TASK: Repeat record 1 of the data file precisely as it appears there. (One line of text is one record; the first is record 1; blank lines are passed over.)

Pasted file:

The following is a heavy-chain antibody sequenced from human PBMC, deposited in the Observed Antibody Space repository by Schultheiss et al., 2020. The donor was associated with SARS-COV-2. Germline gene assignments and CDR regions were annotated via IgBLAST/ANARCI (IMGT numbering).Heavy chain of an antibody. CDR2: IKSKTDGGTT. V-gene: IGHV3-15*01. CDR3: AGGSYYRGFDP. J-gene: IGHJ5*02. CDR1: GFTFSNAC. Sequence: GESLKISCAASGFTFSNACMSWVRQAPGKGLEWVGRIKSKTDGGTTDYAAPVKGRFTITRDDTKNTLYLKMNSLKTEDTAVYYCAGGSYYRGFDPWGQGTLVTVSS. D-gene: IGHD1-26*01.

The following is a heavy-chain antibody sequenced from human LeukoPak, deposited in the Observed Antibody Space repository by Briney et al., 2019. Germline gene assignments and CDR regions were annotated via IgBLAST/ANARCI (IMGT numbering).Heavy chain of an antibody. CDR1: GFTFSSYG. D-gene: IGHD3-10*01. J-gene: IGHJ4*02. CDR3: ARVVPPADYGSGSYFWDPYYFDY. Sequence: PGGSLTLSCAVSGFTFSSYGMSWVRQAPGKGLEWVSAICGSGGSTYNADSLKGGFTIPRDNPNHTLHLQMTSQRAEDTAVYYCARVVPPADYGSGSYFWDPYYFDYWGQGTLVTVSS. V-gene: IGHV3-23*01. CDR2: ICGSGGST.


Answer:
The following is a heavy-chain antibody sequenced from human PBMC, deposited in the Observed Antibody Space repository by Schultheiss et al., 2020. The donor was associated with SARS-COV-2. Germline gene assignments and CDR regions were annotated via IgBLAST/ANARCI (IMGT numbering).Heavy chain of an antibody. CDR2: IKSKTDGGTT. V-gene: IGHV3-15*01. CDR3: AGGSYYRGFDP. J-gene: IGHJ5*02. CDR1: GFTFSNAC. Sequence: GESLKISCAASGFTFSNACMSWVRQAPGKGLEWVGRIKSKTDGGTTDYAAPVKGRFTITRDDTKNTLYLKMNSLKTEDTAVYYCAGGSYYRGFDPWGQGTLVTVSS. D-gene: IGHD1-26*01.